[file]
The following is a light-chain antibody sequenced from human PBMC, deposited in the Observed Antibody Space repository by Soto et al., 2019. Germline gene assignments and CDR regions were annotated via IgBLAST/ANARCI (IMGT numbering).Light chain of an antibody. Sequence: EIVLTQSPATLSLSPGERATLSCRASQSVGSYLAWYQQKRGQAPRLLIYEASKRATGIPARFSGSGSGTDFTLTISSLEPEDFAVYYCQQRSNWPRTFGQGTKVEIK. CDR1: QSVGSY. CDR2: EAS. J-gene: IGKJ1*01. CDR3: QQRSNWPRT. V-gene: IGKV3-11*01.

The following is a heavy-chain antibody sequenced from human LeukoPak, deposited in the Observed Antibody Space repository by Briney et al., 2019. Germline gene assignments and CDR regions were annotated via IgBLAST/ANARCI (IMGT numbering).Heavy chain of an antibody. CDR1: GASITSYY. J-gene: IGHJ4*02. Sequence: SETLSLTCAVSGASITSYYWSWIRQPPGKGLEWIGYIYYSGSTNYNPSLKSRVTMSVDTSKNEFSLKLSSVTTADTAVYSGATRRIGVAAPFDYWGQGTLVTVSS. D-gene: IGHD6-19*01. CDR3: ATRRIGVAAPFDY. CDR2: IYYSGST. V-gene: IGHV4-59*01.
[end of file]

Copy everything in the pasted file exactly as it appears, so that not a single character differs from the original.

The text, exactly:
The following is a light-chain antibody sequenced from human PBMC, deposited in the Observed Antibody Space repository by Soto et al., 2019. Germline gene assignments and CDR regions were annotated via IgBLAST/ANARCI (IMGT numbering).Light chain of an antibody. Sequence: EIVLTQSPATLSLSPGERATLSCRASQSVGSYLAWYQQKRGQAPRLLIYEASKRATGIPARFSGSGSGTDFTLTISSLEPEDFAVYYCQQRSNWPRTFGQGTKVEIK. CDR1: QSVGSY. CDR2: EAS. J-gene: IGKJ1*01. CDR3: QQRSNWPRT. V-gene: IGKV3-11*01.

The following is a heavy-chain antibody sequenced from human LeukoPak, deposited in the Observed Antibody Space repository by Briney et al., 2019. Germline gene assignments and CDR regions were annotated via IgBLAST/ANARCI (IMGT numbering).Heavy chain of an antibody. CDR1: GASITSYY. J-gene: IGHJ4*02. Sequence: SETLSLTCAVSGASITSYYWSWIRQPPGKGLEWIGYIYYSGSTNYNPSLKSRVTMSVDTSKNEFSLKLSSVTTADTAVYSGATRRIGVAAPFDYWGQGTLVTVSS. D-gene: IGHD6-19*01. CDR3: ATRRIGVAAPFDY. CDR2: IYYSGST. V-gene: IGHV4-59*01.